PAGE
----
Lorenzo Cain went yard with authority last night to give the Royals a second straight win.  Four home runs in two games?  What the hell is going on here?

While the home runs are a pleasant early surprise, there are pleasantly no surprises when it comes to the bullpen.  Four innings last night, two hits, no runs, no walks and five strikeouts. Jason Frasor did allow an inherited runner to score, but walking into a first and third/no out situation and allowing just the one run to score is really about all you can hope for.  He’s not Wade Davis, after all.

In addition to a big three run homer by Eric Hosmer to erase an early 3-1 deficit and, of course, Cain’s absolute rocket shot in the bottom of the eighth to put the Royals ahead, finally for good, Kansas City drummed out 12 other hits and even sprinkled in a couple of Alex Gordon walks to pretty much litter the bases with baserunners all night.  Neither starting pitcher had a stellar night and the Duffy/Perez combination seemed to outthink themselves on at least a couple of occasions when it came to pitch selection: notably the Flowers home run on a changeup.

The preceding, however, is only criticism I have for Salvador Perez from last night.  All the Royals’ catcher did was rap out two hits, throw out two runners and frame some balls into strikes.  Perez has generally not had a good reputation for framing pitches.  In my mind, there is plenty of background noise when it comes to pitch framing metrics, but the statistical consensus (and, yes, the eye test) indicate that Salvy has not been particularly good in that area of the game.  Last night, I thought he brought several pitches smoothly into Hunter Wendelstedt’s strike zone.

Have a look at Brooks’ Baseballs strike zone plots from last night:

April 8 Strikezone vs LHH
April 8 Strikezone vs Rhh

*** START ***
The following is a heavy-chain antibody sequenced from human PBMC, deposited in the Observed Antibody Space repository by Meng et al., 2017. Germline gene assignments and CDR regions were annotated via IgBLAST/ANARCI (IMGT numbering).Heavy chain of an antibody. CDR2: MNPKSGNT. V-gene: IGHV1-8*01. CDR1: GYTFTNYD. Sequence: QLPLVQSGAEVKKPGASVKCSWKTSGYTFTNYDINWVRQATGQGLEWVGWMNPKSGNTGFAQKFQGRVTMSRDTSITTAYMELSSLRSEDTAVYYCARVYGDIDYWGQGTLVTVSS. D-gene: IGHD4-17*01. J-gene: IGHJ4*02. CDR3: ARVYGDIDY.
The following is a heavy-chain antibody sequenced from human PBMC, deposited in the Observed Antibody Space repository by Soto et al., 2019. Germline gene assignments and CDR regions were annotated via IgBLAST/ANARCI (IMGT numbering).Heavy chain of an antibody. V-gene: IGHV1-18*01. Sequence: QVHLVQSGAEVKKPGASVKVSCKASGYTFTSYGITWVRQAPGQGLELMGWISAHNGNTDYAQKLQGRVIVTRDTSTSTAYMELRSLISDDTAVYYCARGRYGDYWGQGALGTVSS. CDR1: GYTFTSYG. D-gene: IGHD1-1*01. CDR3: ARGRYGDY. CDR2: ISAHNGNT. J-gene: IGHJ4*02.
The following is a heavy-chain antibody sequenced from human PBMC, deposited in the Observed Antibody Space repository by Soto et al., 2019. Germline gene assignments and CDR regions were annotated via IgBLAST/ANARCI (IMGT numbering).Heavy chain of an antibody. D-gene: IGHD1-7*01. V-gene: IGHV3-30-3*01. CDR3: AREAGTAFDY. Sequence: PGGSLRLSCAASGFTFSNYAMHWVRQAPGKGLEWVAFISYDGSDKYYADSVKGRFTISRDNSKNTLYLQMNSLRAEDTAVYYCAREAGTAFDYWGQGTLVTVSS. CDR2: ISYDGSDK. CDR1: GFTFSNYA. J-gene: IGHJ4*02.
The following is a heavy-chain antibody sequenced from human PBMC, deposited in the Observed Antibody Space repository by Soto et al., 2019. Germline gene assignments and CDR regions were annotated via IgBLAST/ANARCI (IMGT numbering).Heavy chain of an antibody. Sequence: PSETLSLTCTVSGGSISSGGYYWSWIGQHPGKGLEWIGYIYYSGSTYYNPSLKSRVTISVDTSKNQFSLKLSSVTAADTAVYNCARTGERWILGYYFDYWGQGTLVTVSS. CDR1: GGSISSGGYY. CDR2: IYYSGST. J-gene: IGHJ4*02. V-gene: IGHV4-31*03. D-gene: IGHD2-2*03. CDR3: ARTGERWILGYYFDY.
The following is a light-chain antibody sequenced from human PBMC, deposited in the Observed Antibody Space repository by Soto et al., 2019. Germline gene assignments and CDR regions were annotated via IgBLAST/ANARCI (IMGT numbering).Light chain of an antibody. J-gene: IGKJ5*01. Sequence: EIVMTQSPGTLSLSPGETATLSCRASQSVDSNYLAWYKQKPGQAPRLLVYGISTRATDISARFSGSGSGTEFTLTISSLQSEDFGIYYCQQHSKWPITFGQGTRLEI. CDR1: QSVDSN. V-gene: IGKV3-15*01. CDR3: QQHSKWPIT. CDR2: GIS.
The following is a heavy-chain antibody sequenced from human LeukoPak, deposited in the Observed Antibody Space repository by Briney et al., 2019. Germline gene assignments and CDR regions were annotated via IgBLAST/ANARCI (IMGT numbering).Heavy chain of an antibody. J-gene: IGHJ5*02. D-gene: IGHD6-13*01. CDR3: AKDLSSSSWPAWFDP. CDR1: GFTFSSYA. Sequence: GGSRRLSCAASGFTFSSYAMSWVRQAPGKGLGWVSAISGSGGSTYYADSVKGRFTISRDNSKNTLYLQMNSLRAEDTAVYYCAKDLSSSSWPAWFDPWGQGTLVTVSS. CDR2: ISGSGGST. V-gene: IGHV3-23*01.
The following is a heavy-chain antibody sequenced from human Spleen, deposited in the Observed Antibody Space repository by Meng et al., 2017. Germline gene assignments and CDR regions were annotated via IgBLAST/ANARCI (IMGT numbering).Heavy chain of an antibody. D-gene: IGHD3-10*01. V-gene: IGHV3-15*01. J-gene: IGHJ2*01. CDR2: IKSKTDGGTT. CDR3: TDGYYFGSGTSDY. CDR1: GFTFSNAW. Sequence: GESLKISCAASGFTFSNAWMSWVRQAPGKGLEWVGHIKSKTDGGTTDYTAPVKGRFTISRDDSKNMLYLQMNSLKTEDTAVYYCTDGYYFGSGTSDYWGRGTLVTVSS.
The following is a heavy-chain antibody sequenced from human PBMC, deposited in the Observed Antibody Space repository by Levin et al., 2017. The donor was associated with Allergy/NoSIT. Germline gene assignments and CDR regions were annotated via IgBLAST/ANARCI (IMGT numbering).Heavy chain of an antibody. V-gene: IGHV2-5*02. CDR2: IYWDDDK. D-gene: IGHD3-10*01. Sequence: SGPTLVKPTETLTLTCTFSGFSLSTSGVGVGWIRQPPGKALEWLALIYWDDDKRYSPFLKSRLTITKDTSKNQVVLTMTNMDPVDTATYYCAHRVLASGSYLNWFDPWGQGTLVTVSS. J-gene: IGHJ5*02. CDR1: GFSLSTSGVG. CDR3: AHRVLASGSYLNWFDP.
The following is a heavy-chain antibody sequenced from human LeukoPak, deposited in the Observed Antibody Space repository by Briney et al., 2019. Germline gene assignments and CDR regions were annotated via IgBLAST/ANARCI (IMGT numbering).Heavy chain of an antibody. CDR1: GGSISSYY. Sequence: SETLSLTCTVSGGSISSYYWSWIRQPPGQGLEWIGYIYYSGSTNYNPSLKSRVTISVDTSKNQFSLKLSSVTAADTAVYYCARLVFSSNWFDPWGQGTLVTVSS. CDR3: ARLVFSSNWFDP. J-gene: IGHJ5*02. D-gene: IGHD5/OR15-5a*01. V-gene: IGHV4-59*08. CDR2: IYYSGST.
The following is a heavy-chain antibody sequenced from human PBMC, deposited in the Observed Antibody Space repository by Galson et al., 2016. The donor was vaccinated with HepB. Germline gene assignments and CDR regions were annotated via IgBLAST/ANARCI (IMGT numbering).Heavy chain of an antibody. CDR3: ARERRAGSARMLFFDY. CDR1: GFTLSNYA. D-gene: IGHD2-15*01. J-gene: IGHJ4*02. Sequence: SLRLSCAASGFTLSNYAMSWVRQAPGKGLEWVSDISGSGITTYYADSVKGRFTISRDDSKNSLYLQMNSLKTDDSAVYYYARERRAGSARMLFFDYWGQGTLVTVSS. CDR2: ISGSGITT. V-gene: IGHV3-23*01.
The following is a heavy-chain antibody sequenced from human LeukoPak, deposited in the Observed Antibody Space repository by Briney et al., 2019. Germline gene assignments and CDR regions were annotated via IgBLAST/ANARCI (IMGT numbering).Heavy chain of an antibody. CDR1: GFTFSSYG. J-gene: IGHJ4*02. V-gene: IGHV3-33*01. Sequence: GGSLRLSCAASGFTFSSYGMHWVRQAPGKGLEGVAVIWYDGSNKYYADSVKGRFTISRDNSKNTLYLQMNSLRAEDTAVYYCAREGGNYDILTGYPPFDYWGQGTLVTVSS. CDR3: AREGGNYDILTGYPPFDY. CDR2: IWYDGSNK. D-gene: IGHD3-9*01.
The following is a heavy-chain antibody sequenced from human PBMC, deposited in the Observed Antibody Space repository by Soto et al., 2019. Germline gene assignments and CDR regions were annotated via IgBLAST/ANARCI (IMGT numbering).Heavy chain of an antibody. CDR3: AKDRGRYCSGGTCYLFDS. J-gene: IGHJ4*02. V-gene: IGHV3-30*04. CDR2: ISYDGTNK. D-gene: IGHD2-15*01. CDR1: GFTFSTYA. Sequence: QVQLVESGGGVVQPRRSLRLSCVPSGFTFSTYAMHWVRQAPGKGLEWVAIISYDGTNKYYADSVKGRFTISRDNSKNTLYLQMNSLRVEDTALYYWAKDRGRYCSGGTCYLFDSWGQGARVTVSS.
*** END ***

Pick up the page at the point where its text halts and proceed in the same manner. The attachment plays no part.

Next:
Red squares are called strikes when the Royals are pitching, while red triangles are called strikes for the Sox pitchers.

These plots are from the umpire’s point of view and confirm what I thought I was seeing last night: that Perez and the Kansas City pitchers were getting most of the borderline strike calls.  Particularly those calls on the left edge (Wendelstedt’s left) of the zone and more calls then Flowers and the Chicago pitchers were getting.  One game, one umpire, one night out of 162, but an encouraging sign.

Mostly because the graphs, plots and information at Brooks’ is so fun, we’ll end with one last plot regarding Danny Duffy last night:

Duffy Speed April 8

Danny’s velocity was way up at the start of the game, touching 98 once and lingering at 97 mph, but declined with each inning.  Perhaps, as has been an issue in the past, Duffy was just a little too amped and paid the price as the game went on.  It was not horrible outing, as there were at-bats where Duffy was simply overpowering, but certainly not a performance anyone wants to see on a consistent basis.  Like Perez’ pitch framing, watching Duffy’s early (and late) velocity will be interesting in the coming weeks.

Today, a businessman’s special with Edinson Volquez making his Royal debut.  I’m curious to see what Ned Yost does with the bullpen this early in the season.  Will he pitch Davis and Herrera for the third time in four days or back off that pace?  I would be tempted to avoid using either, simply because it is – not sure if you’ve heard this yet – a long, long season.

It’s just two games, but damn it is nice to win them isn’t it?